Rabbi Eric Weiss, executive director of the Bay Area Jewish Healing Center and a national coordinator for the Gay and Lesbian Rabbinic Network, said he hopes that the resolution will become a model for other faiths "that God's voice does not include the voice of hate."

Weiss, who also is openly gay, and other Bay Area rabbis, including Bennett, Kahn and Rabbi Roberto Graetz of Temple Isaiah in Lafayette, helped construct the resolution.

Even before the resolution passed, many Reform rabbis, as well as Reconstructionist spiritual leaders — who went on record in support of same-sex ceremonies in 1993 — were officiating at such ceremonies. That's especially true in the Bay Area.

"We are probably the area that needs it the least in the whole country," said Graetz, who is also a CCAR board member.

The resolution means that the CCAR can now distribute liturgy, wedding contracts and other resources for people officiating at same-sex commitment ceremonies.

According to the handful of rabbis who voted against the resolution and even some who voted in favor, the move may harm Reform Judaism's credibility among more traditional streams of Judaism and, possibly, among Israelis.

Under the influence of opponents, the rabbis omitted from the body of the resolution a quotation stating that kedushah, Hebrew for holiness, "may be present in committed same gender relationships between two Jews."

In addition the rabbis added a background statement outlining the CCAR's positions over the years on the rights of homosexuals, including a 1995 Responsa committee that, by a vote of 7-2, concluded that gay relationships "cannot be called kiddushin," the Hebrew term for marriage.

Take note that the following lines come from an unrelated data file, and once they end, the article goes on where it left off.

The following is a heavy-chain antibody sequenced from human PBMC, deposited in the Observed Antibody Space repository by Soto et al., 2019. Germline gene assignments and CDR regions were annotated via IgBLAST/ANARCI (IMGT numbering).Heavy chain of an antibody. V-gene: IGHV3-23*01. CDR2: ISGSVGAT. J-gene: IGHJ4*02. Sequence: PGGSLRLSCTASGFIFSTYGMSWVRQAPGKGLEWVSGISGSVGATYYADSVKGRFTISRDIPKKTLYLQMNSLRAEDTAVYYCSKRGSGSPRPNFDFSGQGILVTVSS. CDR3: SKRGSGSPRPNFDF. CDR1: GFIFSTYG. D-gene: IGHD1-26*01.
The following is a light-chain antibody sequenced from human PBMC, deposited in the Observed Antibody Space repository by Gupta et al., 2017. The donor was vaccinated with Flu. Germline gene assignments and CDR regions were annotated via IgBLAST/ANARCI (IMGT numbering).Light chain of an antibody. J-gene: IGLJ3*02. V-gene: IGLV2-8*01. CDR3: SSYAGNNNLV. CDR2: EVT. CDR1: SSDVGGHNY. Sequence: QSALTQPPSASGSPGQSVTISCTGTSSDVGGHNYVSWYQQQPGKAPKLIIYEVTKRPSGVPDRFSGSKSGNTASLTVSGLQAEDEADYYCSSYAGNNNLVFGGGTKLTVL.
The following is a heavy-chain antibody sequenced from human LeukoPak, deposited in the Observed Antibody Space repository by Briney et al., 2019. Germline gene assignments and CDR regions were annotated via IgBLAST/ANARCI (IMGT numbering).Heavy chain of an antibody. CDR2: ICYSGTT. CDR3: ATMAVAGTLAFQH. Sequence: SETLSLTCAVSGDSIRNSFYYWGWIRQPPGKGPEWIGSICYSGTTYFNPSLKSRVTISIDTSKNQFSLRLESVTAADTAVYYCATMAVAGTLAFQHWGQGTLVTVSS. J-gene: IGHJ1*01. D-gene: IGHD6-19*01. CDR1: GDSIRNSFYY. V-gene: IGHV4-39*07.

Those rabbis who had pushed for such wording said they were pleased with the final version, which they described as a "compromise."

But proponents of the original resolution insisted the changes were only "modifications" and that the final resolution still sends a strong message.

"The essential nature of the resolution remained," said Rabbi Shira Stern of West River, N.J., adding that the final resolution "affirms the sacred relationship between two Jews who are gay and lesbian and says that we are going to create materials to reflect that affirmation."

The debate leading up to the convention was long and heated — at times even "McCarthyist," according to those who initially opposed the resolution and felt they were unfairly labeled as homophobes and bigots.

However, reflecting the mutual satisfaction with the last-minute changes, the actual floor discussion lasted only an hour, with few people speaking out against the resolution.

All five of the Bay Area rabbis interviewed said they voted for the resolution.

Pearce said its passage will go down as a milestone in Judaism.

"I think what will happen is that ultimately the Conservative movement, which is light years away from this, will eventually follow our lead, just as they did with the ordination of women rabbis," Pearce said, noting that it took more than 15 years for that to happen.

"Right now, the Reform movement helps them avoid the issue by having rabbis that will do same-sex marriages."